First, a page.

Health-related quality of life is an important factor to consider when treating patients with multiple myeloma. Now, there are more treatment regimens and combinations than ever, and it is vital that healthcare teams understand how these drugs impact patients in their day-to-day, explained David S. Siegel, MD, PhD.
Siegel, the chief of the myeloma division at the John Theurer Cancer Center, was recently involved in a study that examined health-related quality of life for patients with relapsed or refractory myeloma who were taking the 3-drug regimen of pomalidomide (Pomalyst), low-dose dexamethasone, and daratumumab (Darzalex) after lenalidomide (Revlimid) treatment.
“It's nice to know that we're not only able to control the disease way better than we used to, but that we now have tools that don't slam the patient while we're doing that,” Siegel said in a recent interview with OncLive, a sister publication of Oncology Nursing News.
Oncology Nursing News: Can you provide insight into how health-related quality of life has become an important aspect of myeloma treatment?
Siegel: We spent many decades without any new drugs in multiple myeloma, so quality of life was unfortunately largely ignored because we were just desperately looking for drugs that had activity.
Now, all of a sudden, we have a multitude of drugs. Thankfully, many of them are very effective, so it becomes a question as to, 'What is the impact of these drugs on quality of life?' This [3-drug regimen] is a very important combination in myeloma right now, and this is the first attempt to look at quality of life related to the administration of daratumumab, pomalidomide, and dexamethasone.
Can you give a brief background on this research, as well as the findings?
Daratumumab and pomalidomide are 2 of the most important drugs that have come along in the last decade for the management of myeloma. The combination of daratumumab, pomalidomide, and dexamethasone is very important.
But one of the major issues in multiple myeloma is this impression that you have to change classes of drugs. So [lenalidomide] is the most widely used drug in myeloma. Pomalidomide is a very similar molecule to [lenalidomide], so there's a lot of concern over whether you can go from one to the other. The overarching finding of this trial is that you can do it both safely and with a significant degree of efficacy.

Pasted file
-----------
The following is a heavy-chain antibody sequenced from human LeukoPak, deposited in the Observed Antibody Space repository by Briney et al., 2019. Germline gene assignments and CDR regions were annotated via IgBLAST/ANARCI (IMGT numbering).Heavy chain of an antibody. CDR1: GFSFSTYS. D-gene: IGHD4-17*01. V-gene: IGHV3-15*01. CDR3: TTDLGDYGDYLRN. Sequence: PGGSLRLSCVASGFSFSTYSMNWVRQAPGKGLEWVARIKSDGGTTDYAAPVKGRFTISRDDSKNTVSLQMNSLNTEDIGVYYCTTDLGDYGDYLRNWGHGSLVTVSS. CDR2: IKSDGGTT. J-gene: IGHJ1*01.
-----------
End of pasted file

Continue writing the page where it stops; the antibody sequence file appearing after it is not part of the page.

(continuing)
Now, we have a great regimen, we know where we can use it, but what impact does it have on quality of life? This is the first assessment of that, and it does it in a unique setting in that this is very early in the treatment of myeloma, so most of the patients are still very healthy. When you're very sick from the myeloma, just controlling the myeloma is enough to improve the quality of life fairly significantly. But these are patients who have not been dramatically compromised by the myeloma itself. So, you expect this 3-drug combination, particularly one including corticosteroids, to have a negative impact on patients' functionality and perception of quality of life. But that wasn’t the case.
We used a number of tools. There's a visual scoring from 1 to 100 (of) ‘How do you feel?’ The patients came in feeling fairly well, with scores of around 90, and they came out of the trial with scores of about 90. And then you have this 5-question panel of 'How are you interacting with your friends? How mobile are you? What impact does this have on you psychologically? How does it impact your daily activities?' The bottom line is it was basically stable across all those parameters. If there was a change, it was to have slight improvements. So, you have a 3-drug combination that is highly effective and didn't negatively impact on the patients' quality of life. In fact, they had improved quality of life, despite the fact that they came into this study, so it's interesting.
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